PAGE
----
Add-On Sitagliptin Therapy for Insulin-Treated Type 2 Diabetes: An Analysis of Hemoglobin A1c and Other Variables Using ASSIST-K Follow-Up Data

Masashi Ishikawa, Masahiko Takai, Hajime Maeda, Akira Kanamori, Akira Kubota, Hikaru Amemiya, Takashi Iizuka, Kotaro Iemitsu, Tomoyuki Iwasaki, Goro Uehara, Shinichi Umezawa, Mitsuo Obana, Hideaki Kaneshige, Mizuki Kaneshiro, Takehiro Kawata, Nobuo Sasai, Tatsuya Saito, Tetsuo Takuma, Hiroshi Takeda, Keiji Tanaka, Shigeru Nakajima, Kazuhiko Hoshino, Shin Honda, Hideo Machimura, Kiyokazu Matoba, Fuyuki Minagawa, Nobuaki Minami, Yukiko Miyairi, Atsuko Mokubo, Tetsuya Motomiya, Manabu Waseda, Masaaki Miyakawa, Yasuo Terauchi, Yasushi Tanaka, Ikuro Matsuba


Background: Sitagliptin was the first dipeptidyl peptidase-4 (DPP-4) inhibitor approved in Japan. Its efficacy and safety have been demonstrated, both as monotherapy and in combination with oral antidiabetic agents or insulin. However, reduction of hemoglobin A1c (HbA1c) by sitagliptin is insufficient in some patients. Therefore, data from an observational study of sitagliptin as add-on therapy to insulin in patients with type 2 diabetes (ASSIST-K) were used to conduct factor analysis of the 12-month changes in HbA1c, body weight, estimated glomerular filtration rate (eGFR), and adverse events (AEs).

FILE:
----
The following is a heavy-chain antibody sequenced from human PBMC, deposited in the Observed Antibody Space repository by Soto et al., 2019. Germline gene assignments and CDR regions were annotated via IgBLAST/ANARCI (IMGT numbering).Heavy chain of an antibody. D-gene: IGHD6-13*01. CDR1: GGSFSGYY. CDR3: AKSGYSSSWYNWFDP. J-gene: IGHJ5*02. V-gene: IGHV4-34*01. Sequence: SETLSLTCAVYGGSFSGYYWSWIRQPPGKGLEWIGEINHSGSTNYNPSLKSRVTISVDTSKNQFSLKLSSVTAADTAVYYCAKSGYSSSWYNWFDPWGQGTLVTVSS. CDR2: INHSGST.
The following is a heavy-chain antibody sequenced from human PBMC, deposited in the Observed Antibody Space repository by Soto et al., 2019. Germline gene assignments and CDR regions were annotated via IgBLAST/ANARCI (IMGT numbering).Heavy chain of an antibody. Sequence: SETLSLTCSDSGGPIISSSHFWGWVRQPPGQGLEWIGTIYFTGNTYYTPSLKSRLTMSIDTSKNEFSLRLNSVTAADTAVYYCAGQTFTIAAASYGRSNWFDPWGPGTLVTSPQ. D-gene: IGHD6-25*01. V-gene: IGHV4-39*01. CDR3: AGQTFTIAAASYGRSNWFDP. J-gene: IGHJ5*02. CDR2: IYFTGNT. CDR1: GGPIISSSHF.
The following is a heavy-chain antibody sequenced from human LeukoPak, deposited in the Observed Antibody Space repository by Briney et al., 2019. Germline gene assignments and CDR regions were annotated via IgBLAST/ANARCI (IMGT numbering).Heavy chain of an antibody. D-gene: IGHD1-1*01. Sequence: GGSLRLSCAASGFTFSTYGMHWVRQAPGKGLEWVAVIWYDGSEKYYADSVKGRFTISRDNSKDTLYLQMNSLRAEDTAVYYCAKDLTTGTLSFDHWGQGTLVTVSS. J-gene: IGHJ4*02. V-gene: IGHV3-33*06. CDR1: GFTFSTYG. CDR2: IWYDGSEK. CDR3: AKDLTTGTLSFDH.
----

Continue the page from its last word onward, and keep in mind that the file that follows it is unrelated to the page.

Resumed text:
Methods: At member institutions of Kanagawa Physicians Association specializing in diabetes, outpatients with type 2 diabetes receiving insulin were followed for 12 months after addition of sitagliptin. The HbA1c (National Glycohemoglobin Standardization Program), blood glucose (fasting/postprandial), body weight, eGFR, and AEs were evaluated at each specified time. Multivariate analysis was performed by using sex and age as explanatory variables and the following response variables: the change in HbA1c, body weight, or eGFR after 12 months of sitagliptin treatment, and occurrence of AEs.

Results: Of 1,168 patients registered in the ASSIST-K study, 412 patients were included in this analysis, excluding those not receiving insulin before sitagliptin, those in whom the 12-month change in HbA1c could not be calculated, and those with missing data on explanatory variables. There was a significant decrease in HbA1c and eGFR, but no significant change in body weight. AEs observed in > 10 patients were severe hypoglycemia (14 patients, 3.4%) and constipation (13 patients, 3.2%). Factor analysis revealed the following points: 1) Concurrent dyslipidemia and baseline HbA1c influenced the 12-month change in HbA1c; 2) Baseline body mass index and HbA1c influenced the 12-month change in body weight; and 3) Concurrent dyslipidemia, baseline sulfonylurea treatment, baseline body mass index, and baseline eGFR influenced the 12-month change in eGFR. In addition, the risk of severe hypoglycemia or constipation was significantly influenced by baseline HbA1c.

Conclusions: Patients with type 2 diabetes showing higher HbA1c levels after add-on sitagliptin therapy had concurrent dyslipidemia and a lower baseline HbA1c. Severe hypoglycemia or constipation was more likely to occur in patients with a low baseline HbA1c.

J Endocrinol Metab. 2018;8(6):126-138


Type 2 diabetes; Dipeptidyl peptidase-4 inhibitor; Sitagliptin; Hemoglobin A1c

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